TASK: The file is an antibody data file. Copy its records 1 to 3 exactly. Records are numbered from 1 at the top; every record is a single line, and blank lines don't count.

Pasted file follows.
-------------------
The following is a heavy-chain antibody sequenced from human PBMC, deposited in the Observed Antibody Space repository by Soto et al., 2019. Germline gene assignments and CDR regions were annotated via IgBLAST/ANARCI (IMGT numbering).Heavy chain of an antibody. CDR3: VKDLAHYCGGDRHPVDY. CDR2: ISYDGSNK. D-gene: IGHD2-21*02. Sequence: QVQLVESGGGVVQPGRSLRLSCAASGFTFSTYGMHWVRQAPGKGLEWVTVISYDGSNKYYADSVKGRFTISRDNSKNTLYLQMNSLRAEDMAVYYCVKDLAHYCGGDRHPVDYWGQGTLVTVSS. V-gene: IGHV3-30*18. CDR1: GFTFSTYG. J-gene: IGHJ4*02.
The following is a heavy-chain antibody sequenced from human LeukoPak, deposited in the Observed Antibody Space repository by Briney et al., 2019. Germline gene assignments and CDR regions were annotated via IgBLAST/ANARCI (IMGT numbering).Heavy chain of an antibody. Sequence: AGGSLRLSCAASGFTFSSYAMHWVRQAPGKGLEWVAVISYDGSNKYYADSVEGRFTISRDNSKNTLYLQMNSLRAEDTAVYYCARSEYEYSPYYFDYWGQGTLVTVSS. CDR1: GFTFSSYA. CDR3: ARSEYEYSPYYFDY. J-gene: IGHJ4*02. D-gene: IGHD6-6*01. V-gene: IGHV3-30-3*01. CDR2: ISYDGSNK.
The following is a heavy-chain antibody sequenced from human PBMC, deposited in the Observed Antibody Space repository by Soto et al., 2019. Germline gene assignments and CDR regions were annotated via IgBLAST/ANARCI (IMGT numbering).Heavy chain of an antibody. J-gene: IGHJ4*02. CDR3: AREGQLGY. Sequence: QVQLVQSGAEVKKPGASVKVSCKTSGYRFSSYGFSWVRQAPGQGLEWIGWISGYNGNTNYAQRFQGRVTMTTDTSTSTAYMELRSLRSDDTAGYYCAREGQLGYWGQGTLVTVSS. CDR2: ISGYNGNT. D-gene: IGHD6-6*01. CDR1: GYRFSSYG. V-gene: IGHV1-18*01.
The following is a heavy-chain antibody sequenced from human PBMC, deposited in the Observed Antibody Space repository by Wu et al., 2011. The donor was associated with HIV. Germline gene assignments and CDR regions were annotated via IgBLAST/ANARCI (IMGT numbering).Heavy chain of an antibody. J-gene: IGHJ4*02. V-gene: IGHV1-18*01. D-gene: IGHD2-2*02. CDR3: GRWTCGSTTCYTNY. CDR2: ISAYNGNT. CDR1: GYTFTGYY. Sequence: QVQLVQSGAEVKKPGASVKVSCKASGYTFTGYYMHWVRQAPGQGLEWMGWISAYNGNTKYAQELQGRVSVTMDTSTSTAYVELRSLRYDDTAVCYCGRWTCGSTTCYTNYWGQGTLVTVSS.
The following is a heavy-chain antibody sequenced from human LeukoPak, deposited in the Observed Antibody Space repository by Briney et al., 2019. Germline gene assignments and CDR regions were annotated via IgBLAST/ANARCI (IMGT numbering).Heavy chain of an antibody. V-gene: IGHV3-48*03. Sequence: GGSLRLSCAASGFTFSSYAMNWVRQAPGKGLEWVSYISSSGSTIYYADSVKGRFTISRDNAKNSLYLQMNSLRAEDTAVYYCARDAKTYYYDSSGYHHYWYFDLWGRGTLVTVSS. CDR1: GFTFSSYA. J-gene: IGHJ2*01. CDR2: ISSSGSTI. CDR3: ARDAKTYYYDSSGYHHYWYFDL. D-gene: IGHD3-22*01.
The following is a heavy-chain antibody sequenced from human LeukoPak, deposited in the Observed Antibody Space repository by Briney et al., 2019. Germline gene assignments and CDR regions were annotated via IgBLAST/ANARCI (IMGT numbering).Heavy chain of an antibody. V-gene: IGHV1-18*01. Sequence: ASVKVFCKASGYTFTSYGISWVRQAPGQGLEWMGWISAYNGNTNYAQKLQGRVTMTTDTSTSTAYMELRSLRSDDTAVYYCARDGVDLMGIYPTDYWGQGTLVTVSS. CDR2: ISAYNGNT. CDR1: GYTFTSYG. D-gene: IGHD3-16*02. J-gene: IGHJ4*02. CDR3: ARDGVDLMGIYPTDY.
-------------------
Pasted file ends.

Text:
The following is a heavy-chain antibody sequenced from human PBMC, deposited in the Observed Antibody Space repository by Soto et al., 2019. Germline gene assignments and CDR regions were annotated via IgBLAST/ANARCI (IMGT numbering).Heavy chain of an antibody. CDR3: VKDLAHYCGGDRHPVDY. CDR2: ISYDGSNK. D-gene: IGHD2-21*02. Sequence: QVQLVESGGGVVQPGRSLRLSCAASGFTFSTYGMHWVRQAPGKGLEWVTVISYDGSNKYYADSVKGRFTISRDNSKNTLYLQMNSLRAEDMAVYYCVKDLAHYCGGDRHPVDYWGQGTLVTVSS. V-gene: IGHV3-30*18. CDR1: GFTFSTYG. J-gene: IGHJ4*02.
The following is a heavy-chain antibody sequenced from human LeukoPak, deposited in the Observed Antibody Space repository by Briney et al., 2019. Germline gene assignments and CDR regions were annotated via IgBLAST/ANARCI (IMGT numbering).Heavy chain of an antibody. Sequence: AGGSLRLSCAASGFTFSSYAMHWVRQAPGKGLEWVAVISYDGSNKYYADSVEGRFTISRDNSKNTLYLQMNSLRAEDTAVYYCARSEYEYSPYYFDYWGQGTLVTVSS. CDR1: GFTFSSYA. CDR3: ARSEYEYSPYYFDY. J-gene: IGHJ4*02. D-gene: IGHD6-6*01. V-gene: IGHV3-30-3*01. CDR2: ISYDGSNK.
The following is a heavy-chain antibody sequenced from human PBMC, deposited in the Observed Antibody Space repository by Soto et al., 2019. Germline gene assignments and CDR regions were annotated via IgBLAST/ANARCI (IMGT numbering).Heavy chain of an antibody. J-gene: IGHJ4*02. CDR3: AREGQLGY. Sequence: QVQLVQSGAEVKKPGASVKVSCKTSGYRFSSYGFSWVRQAPGQGLEWIGWISGYNGNTNYAQRFQGRVTMTTDTSTSTAYMELRSLRSDDTAGYYCAREGQLGYWGQGTLVTVSS. CDR2: ISGYNGNT. D-gene: IGHD6-6*01. CDR1: GYRFSSYG. V-gene: IGHV1-18*01.